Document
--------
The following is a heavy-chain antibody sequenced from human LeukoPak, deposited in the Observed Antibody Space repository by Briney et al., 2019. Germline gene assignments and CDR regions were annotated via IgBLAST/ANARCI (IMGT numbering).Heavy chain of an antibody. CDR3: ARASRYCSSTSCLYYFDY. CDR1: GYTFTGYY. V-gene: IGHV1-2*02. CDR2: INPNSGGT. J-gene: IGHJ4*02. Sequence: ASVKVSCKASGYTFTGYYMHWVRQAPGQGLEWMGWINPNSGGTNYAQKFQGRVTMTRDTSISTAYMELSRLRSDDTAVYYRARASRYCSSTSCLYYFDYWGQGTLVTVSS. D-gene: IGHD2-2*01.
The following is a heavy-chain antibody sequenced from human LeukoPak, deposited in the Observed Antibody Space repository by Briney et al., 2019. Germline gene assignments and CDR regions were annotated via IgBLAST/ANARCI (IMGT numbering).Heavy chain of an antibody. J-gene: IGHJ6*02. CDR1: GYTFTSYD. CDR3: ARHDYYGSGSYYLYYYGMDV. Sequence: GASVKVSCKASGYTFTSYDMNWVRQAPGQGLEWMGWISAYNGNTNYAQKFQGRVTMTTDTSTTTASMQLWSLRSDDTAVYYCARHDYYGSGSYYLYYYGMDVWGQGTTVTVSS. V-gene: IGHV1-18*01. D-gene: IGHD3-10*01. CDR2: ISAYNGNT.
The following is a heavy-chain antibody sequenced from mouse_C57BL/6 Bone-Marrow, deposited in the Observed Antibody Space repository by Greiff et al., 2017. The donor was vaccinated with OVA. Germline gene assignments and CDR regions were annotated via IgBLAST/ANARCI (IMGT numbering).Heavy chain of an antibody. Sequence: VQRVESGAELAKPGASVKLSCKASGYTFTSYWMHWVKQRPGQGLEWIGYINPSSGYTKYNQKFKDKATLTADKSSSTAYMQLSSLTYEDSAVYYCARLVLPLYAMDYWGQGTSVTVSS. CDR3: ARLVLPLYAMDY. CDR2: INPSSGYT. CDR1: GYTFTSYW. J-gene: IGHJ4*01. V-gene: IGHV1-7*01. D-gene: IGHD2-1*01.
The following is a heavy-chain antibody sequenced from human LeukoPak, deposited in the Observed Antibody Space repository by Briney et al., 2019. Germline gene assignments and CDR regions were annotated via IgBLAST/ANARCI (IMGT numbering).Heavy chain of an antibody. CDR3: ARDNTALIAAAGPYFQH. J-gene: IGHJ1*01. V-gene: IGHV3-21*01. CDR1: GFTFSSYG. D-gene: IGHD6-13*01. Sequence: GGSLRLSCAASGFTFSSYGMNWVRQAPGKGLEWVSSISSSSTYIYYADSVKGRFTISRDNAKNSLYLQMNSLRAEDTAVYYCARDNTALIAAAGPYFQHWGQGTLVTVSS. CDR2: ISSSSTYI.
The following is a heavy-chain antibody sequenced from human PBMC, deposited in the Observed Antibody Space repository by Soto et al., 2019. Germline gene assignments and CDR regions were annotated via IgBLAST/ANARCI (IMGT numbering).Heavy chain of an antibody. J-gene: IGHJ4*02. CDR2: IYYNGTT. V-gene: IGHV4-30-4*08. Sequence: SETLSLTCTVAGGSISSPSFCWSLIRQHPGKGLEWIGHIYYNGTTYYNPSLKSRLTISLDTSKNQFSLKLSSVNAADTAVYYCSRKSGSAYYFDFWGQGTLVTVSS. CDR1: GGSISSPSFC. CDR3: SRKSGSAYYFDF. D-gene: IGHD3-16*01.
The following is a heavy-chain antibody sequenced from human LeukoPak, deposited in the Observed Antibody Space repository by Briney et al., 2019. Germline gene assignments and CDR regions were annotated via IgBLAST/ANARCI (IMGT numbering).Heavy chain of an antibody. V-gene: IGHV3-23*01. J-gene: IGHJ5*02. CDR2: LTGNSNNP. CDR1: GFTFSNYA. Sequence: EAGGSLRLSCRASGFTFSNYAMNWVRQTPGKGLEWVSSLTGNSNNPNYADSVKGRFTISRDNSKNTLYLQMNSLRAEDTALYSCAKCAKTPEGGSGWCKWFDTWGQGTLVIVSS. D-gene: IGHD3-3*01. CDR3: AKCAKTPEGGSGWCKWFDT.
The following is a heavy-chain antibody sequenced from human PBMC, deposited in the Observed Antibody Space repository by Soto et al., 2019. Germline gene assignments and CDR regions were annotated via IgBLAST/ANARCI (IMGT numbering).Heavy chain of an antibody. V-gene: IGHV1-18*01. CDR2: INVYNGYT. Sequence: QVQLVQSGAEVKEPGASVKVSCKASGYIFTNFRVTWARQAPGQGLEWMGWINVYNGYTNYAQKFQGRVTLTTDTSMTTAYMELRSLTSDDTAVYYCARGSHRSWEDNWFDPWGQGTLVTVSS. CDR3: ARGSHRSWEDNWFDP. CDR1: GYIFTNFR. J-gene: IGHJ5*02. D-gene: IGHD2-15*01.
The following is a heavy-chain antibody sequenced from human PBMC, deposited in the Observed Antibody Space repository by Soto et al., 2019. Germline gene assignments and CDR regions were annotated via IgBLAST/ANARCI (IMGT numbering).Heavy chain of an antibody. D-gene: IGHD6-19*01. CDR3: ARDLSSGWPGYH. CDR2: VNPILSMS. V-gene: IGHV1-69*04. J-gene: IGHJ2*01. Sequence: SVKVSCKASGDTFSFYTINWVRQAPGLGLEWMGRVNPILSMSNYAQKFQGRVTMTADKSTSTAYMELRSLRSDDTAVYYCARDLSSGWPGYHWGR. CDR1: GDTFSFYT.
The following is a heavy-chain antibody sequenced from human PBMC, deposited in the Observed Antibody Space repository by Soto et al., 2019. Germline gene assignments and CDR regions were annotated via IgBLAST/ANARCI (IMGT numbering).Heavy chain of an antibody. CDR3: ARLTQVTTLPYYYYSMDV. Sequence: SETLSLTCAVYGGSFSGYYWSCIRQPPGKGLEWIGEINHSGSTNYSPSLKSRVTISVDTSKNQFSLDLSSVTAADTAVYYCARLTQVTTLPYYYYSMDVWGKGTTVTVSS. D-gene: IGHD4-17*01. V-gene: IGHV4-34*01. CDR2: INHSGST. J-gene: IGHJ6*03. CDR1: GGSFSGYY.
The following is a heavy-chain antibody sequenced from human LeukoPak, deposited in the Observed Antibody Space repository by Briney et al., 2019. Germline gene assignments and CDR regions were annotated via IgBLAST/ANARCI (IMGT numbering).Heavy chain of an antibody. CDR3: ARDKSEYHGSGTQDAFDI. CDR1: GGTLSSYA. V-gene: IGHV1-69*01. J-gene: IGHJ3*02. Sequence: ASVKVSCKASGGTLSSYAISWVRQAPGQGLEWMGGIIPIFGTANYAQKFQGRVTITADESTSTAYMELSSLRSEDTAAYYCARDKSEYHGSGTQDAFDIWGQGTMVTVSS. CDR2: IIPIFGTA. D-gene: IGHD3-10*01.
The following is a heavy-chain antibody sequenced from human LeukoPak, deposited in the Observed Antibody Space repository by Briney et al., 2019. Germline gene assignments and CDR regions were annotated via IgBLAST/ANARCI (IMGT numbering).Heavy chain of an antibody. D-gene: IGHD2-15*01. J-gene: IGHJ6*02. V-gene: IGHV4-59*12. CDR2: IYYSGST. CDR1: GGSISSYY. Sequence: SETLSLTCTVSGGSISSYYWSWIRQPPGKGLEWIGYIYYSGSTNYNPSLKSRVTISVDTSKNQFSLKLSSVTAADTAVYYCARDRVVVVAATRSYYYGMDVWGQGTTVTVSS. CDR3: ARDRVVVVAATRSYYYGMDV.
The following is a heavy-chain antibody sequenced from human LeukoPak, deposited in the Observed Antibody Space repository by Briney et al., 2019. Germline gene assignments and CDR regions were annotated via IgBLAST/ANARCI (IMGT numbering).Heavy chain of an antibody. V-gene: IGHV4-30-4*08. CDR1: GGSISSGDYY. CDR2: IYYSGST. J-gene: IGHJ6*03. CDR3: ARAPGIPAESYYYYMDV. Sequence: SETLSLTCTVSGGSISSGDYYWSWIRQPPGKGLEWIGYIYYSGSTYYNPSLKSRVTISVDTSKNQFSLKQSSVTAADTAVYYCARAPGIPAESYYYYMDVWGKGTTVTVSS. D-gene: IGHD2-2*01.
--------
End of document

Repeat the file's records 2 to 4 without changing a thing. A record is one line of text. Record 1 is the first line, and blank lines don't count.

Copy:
The following is a heavy-chain antibody sequenced from human LeukoPak, deposited in the Observed Antibody Space repository by Briney et al., 2019. Germline gene assignments and CDR regions were annotated via IgBLAST/ANARCI (IMGT numbering).Heavy chain of an antibody. J-gene: IGHJ6*02. CDR1: GYTFTSYD. CDR3: ARHDYYGSGSYYLYYYGMDV. Sequence: GASVKVSCKASGYTFTSYDMNWVRQAPGQGLEWMGWISAYNGNTNYAQKFQGRVTMTTDTSTTTASMQLWSLRSDDTAVYYCARHDYYGSGSYYLYYYGMDVWGQGTTVTVSS. V-gene: IGHV1-18*01. D-gene: IGHD3-10*01. CDR2: ISAYNGNT.
The following is a heavy-chain antibody sequenced from mouse_C57BL/6 Bone-Marrow, deposited in the Observed Antibody Space repository by Greiff et al., 2017. The donor was vaccinated with OVA. Germline gene assignments and CDR regions were annotated via IgBLAST/ANARCI (IMGT numbering).Heavy chain of an antibody. Sequence: VQRVESGAELAKPGASVKLSCKASGYTFTSYWMHWVKQRPGQGLEWIGYINPSSGYTKYNQKFKDKATLTADKSSSTAYMQLSSLTYEDSAVYYCARLVLPLYAMDYWGQGTSVTVSS. CDR3: ARLVLPLYAMDY. CDR2: INPSSGYT. CDR1: GYTFTSYW. J-gene: IGHJ4*01. V-gene: IGHV1-7*01. D-gene: IGHD2-1*01.
The following is a heavy-chain antibody sequenced from human LeukoPak, deposited in the Observed Antibody Space repository by Briney et al., 2019. Germline gene assignments and CDR regions were annotated via IgBLAST/ANARCI (IMGT numbering).Heavy chain of an antibody. CDR3: ARDNTALIAAAGPYFQH. J-gene: IGHJ1*01. V-gene: IGHV3-21*01. CDR1: GFTFSSYG. D-gene: IGHD6-13*01. Sequence: GGSLRLSCAASGFTFSSYGMNWVRQAPGKGLEWVSSISSSSTYIYYADSVKGRFTISRDNAKNSLYLQMNSLRAEDTAVYYCARDNTALIAAAGPYFQHWGQGTLVTVSS. CDR2: ISSSSTYI.